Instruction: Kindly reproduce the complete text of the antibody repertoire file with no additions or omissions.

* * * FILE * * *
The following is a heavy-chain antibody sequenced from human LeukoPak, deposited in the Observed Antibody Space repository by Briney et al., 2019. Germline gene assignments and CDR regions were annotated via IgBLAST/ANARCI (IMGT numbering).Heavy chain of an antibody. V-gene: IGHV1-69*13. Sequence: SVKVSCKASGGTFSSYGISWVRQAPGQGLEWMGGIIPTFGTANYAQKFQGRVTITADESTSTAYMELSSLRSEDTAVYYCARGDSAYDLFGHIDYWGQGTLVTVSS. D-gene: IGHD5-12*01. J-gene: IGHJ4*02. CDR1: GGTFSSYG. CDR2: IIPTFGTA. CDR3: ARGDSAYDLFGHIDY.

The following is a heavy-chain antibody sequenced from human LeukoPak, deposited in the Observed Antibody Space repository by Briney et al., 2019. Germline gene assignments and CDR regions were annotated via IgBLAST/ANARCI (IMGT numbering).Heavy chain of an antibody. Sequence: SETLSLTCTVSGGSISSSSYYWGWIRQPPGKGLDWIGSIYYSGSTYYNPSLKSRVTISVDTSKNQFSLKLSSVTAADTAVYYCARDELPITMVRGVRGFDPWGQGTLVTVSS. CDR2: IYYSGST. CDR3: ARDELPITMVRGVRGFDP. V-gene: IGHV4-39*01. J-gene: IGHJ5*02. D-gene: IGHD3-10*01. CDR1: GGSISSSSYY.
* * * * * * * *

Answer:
The following is a heavy-chain antibody sequenced from human LeukoPak, deposited in the Observed Antibody Space repository by Briney et al., 2019. Germline gene assignments and CDR regions were annotated via IgBLAST/ANARCI (IMGT numbering).Heavy chain of an antibody. V-gene: IGHV1-69*13. Sequence: SVKVSCKASGGTFSSYGISWVRQAPGQGLEWMGGIIPTFGTANYAQKFQGRVTITADESTSTAYMELSSLRSEDTAVYYCARGDSAYDLFGHIDYWGQGTLVTVSS. D-gene: IGHD5-12*01. J-gene: IGHJ4*02. CDR1: GGTFSSYG. CDR2: IIPTFGTA. CDR3: ARGDSAYDLFGHIDY.

The following is a heavy-chain antibody sequenced from human LeukoPak, deposited in the Observed Antibody Space repository by Briney et al., 2019. Germline gene assignments and CDR regions were annotated via IgBLAST/ANARCI (IMGT numbering).Heavy chain of an antibody. Sequence: SETLSLTCTVSGGSISSSSYYWGWIRQPPGKGLDWIGSIYYSGSTYYNPSLKSRVTISVDTSKNQFSLKLSSVTAADTAVYYCARDELPITMVRGVRGFDPWGQGTLVTVSS. CDR2: IYYSGST. CDR3: ARDELPITMVRGVRGFDP. V-gene: IGHV4-39*01. J-gene: IGHJ5*02. D-gene: IGHD3-10*01. CDR1: GGSISSSSYY.